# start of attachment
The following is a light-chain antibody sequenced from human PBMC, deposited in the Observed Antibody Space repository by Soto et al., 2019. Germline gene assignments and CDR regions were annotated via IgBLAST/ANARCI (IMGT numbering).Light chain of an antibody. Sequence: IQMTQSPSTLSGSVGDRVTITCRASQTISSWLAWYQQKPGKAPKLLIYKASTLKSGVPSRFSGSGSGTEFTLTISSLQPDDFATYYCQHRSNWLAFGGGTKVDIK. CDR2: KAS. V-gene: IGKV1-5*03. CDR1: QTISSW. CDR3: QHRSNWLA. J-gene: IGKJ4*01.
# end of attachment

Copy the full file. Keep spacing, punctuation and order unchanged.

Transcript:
The following is a light-chain antibody sequenced from human PBMC, deposited in the Observed Antibody Space repository by Soto et al., 2019. Germline gene assignments and CDR regions were annotated via IgBLAST/ANARCI (IMGT numbering).Light chain of an antibody. Sequence: IQMTQSPSTLSGSVGDRVTITCRASQTISSWLAWYQQKPGKAPKLLIYKASTLKSGVPSRFSGSGSGTEFTLTISSLQPDDFATYYCQHRSNWLAFGGGTKVDIK. CDR2: KAS. V-gene: IGKV1-5*03. CDR1: QTISSW. CDR3: QHRSNWLA. J-gene: IGKJ4*01.